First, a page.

How does this relate to Russia’s intervention in Ukraine? The answer is simple. If the United States arms Ukraine—and announces that the policy is an explicit effort to kill more Russian soldiers fighting in Ukraine—its impact on Russian public opinion is likely to be the opposite of what advocates say they intend. Indeed, it could transform the war there from a popular but essentially optional effort to help separatist forces and civilians in eastern Ukraine into a necessary conflict against a hostile American proxy. At the same time, for most Russians, it will probably confirm their government’s overheated rhetoric about U.S. ambitions in Ukraine and alleged American plans to force Russia to its knees or overthrow its government. Taken together, these shifts might increase Russians’ tolerance of battlefield deaths and injuries rather more rapidly than new U.S. arms will (or can) increase Russian casualties.

Moreover, the idea that more Russian deaths in Ukraine will “expose” Moscow’s role in the fighting is ludicrous. While Vladimir Putin and others may deny that Russian troops are in Ukraine in official meetings and statements, commentators on government-controlled television channels discuss Russia’s assistance to the separatists extensively. If the Kremlin were truly trying to conceal its participation, surely the Russian government would start by limiting this. On the contrary, Moscow’s denials are a diplomatic position in communicating with foreign audiences—a polite fiction—and are widely understood as such inside the country.

From this perspective, forcing Russia to publicly acknowledge its support for the separatists may not be such a good idea, especially if Washington pursues this in tandem with an effort to increase Russian casualties. In that environment, Vladimir Putin may find it not only politically easier, but even politically important to escalate Russia’s intervention. In fact, Russia’s government could use American arms supplies to justify cross-border airstrikes and/or much larger ground deployments. Kiev is in a poor position to defend itself in anything that approaches a real war with Russia.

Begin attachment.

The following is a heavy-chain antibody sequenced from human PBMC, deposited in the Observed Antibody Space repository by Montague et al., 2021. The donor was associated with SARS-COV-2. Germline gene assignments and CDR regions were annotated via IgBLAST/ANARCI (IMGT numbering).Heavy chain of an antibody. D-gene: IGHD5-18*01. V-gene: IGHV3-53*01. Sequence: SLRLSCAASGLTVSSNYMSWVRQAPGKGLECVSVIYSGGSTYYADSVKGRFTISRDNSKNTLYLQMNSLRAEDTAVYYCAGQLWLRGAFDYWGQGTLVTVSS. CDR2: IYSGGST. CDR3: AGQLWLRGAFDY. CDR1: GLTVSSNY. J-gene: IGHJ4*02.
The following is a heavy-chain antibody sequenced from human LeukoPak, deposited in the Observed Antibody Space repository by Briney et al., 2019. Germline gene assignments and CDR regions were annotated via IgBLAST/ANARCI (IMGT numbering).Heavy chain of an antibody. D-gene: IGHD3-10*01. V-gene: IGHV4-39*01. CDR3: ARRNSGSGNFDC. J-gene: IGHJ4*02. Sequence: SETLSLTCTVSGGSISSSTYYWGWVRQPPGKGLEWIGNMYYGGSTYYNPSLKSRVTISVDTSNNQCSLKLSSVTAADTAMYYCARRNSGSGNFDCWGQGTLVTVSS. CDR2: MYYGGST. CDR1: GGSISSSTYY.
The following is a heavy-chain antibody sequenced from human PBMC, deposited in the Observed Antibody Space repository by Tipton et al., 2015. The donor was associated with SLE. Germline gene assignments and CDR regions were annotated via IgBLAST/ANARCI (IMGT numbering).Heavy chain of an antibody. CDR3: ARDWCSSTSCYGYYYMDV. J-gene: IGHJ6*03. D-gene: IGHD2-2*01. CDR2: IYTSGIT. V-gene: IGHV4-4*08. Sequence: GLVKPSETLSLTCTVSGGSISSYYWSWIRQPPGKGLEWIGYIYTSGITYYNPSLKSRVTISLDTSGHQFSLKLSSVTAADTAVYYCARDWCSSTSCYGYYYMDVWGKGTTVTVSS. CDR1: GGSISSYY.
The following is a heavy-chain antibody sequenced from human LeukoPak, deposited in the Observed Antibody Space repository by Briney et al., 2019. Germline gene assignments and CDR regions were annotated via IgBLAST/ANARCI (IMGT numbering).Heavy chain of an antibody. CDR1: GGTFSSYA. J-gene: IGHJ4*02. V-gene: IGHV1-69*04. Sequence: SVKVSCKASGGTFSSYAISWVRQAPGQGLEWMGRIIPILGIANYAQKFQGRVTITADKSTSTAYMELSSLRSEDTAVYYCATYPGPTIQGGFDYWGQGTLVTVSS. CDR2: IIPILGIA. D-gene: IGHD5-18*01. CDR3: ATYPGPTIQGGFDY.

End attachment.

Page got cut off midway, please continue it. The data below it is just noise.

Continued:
Ending Russia’s military involvement in Ukraine should be an important objective of U.S. policy and is an essential first step in stabilizing the country and facilitating political and economic reforms there. Moreover, the longer the conflict continues, the greater the risks to Ukraine’s fragile political order and to wider U.S. security aims in Europe. Nevertheless, advocates of lethal arms supplies to Ukraine have not yet met the first requirement of policy making—demonstrating with reasonable confidence that their proposed course of action will produce the results they want and expect, rather than something worse. Taking into account Washington’s frequent and unpleasant encounters with the unintended consequences of its choices over the last two decades, Americans should insist on a much stronger case.

Paul J. Saunders is executive director of The Center for the National Interest and associate publisher of The National Interest. He served in the U.S. State Department from 2003 to 2005. Follow him on Twitter:@1796farewell.